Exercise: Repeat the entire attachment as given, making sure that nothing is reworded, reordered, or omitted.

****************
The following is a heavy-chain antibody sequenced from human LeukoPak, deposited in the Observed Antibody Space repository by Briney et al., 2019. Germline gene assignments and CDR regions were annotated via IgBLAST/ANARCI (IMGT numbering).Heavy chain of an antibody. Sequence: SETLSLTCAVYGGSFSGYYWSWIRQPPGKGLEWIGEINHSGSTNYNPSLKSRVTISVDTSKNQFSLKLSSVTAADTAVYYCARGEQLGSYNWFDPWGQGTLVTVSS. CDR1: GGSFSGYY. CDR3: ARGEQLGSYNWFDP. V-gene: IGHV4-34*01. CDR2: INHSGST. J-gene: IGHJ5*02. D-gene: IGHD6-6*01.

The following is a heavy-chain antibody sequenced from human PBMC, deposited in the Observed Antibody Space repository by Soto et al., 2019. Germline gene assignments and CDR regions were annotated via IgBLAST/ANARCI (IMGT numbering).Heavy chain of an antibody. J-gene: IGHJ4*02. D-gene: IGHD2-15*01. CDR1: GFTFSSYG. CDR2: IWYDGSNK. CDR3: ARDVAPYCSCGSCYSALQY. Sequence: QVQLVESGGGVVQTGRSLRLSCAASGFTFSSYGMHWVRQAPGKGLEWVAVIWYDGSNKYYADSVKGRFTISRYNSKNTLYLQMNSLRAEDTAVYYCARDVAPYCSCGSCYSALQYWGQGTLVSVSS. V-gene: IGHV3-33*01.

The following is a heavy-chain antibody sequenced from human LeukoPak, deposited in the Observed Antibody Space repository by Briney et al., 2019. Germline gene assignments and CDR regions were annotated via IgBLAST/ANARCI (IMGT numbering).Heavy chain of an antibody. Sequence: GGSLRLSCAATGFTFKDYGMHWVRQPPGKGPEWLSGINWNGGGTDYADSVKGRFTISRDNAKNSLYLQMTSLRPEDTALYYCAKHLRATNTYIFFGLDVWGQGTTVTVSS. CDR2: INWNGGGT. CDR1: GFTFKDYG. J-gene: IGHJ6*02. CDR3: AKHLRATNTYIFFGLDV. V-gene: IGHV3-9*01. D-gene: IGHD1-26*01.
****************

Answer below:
The following is a heavy-chain antibody sequenced from human LeukoPak, deposited in the Observed Antibody Space repository by Briney et al., 2019. Germline gene assignments and CDR regions were annotated via IgBLAST/ANARCI (IMGT numbering).Heavy chain of an antibody. Sequence: SETLSLTCAVYGGSFSGYYWSWIRQPPGKGLEWIGEINHSGSTNYNPSLKSRVTISVDTSKNQFSLKLSSVTAADTAVYYCARGEQLGSYNWFDPWGQGTLVTVSS. CDR1: GGSFSGYY. CDR3: ARGEQLGSYNWFDP. V-gene: IGHV4-34*01. CDR2: INHSGST. J-gene: IGHJ5*02. D-gene: IGHD6-6*01.

The following is a heavy-chain antibody sequenced from human PBMC, deposited in the Observed Antibody Space repository by Soto et al., 2019. Germline gene assignments and CDR regions were annotated via IgBLAST/ANARCI (IMGT numbering).Heavy chain of an antibody. J-gene: IGHJ4*02. D-gene: IGHD2-15*01. CDR1: GFTFSSYG. CDR2: IWYDGSNK. CDR3: ARDVAPYCSCGSCYSALQY. Sequence: QVQLVESGGGVVQTGRSLRLSCAASGFTFSSYGMHWVRQAPGKGLEWVAVIWYDGSNKYYADSVKGRFTISRYNSKNTLYLQMNSLRAEDTAVYYCARDVAPYCSCGSCYSALQYWGQGTLVSVSS. V-gene: IGHV3-33*01.

The following is a heavy-chain antibody sequenced from human LeukoPak, deposited in the Observed Antibody Space repository by Briney et al., 2019. Germline gene assignments and CDR regions were annotated via IgBLAST/ANARCI (IMGT numbering).Heavy chain of an antibody. Sequence: GGSLRLSCAATGFTFKDYGMHWVRQPPGKGPEWLSGINWNGGGTDYADSVKGRFTISRDNAKNSLYLQMTSLRPEDTALYYCAKHLRATNTYIFFGLDVWGQGTTVTVSS. CDR2: INWNGGGT. CDR1: GFTFKDYG. J-gene: IGHJ6*02. CDR3: AKHLRATNTYIFFGLDV. V-gene: IGHV3-9*01. D-gene: IGHD1-26*01.